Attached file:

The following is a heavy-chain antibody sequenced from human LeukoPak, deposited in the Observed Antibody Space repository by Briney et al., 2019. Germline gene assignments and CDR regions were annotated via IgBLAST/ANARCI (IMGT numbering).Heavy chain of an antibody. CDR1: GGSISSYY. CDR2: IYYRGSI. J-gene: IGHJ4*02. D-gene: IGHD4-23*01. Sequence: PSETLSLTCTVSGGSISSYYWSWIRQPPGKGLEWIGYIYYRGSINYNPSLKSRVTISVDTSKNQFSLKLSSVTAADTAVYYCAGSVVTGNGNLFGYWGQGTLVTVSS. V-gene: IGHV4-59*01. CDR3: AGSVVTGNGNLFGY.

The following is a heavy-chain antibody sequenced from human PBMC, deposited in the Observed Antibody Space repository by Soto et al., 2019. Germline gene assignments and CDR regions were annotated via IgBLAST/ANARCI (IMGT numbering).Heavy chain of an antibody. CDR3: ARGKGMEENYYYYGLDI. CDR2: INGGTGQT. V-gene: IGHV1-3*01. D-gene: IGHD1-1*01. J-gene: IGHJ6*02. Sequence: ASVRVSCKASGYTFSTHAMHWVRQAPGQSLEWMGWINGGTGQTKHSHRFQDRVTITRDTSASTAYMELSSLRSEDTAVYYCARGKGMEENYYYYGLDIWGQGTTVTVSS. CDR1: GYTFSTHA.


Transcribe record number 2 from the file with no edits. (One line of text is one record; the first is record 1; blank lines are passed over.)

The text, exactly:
The following is a heavy-chain antibody sequenced from human PBMC, deposited in the Observed Antibody Space repository by Soto et al., 2019. Germline gene assignments and CDR regions were annotated via IgBLAST/ANARCI (IMGT numbering).Heavy chain of an antibody. CDR3: ARGKGMEENYYYYGLDI. CDR2: INGGTGQT. V-gene: IGHV1-3*01. D-gene: IGHD1-1*01. J-gene: IGHJ6*02. Sequence: ASVRVSCKASGYTFSTHAMHWVRQAPGQSLEWMGWINGGTGQTKHSHRFQDRVTITRDTSASTAYMELSSLRSEDTAVYYCARGKGMEENYYYYGLDIWGQGTTVTVSS. CDR1: GYTFSTHA.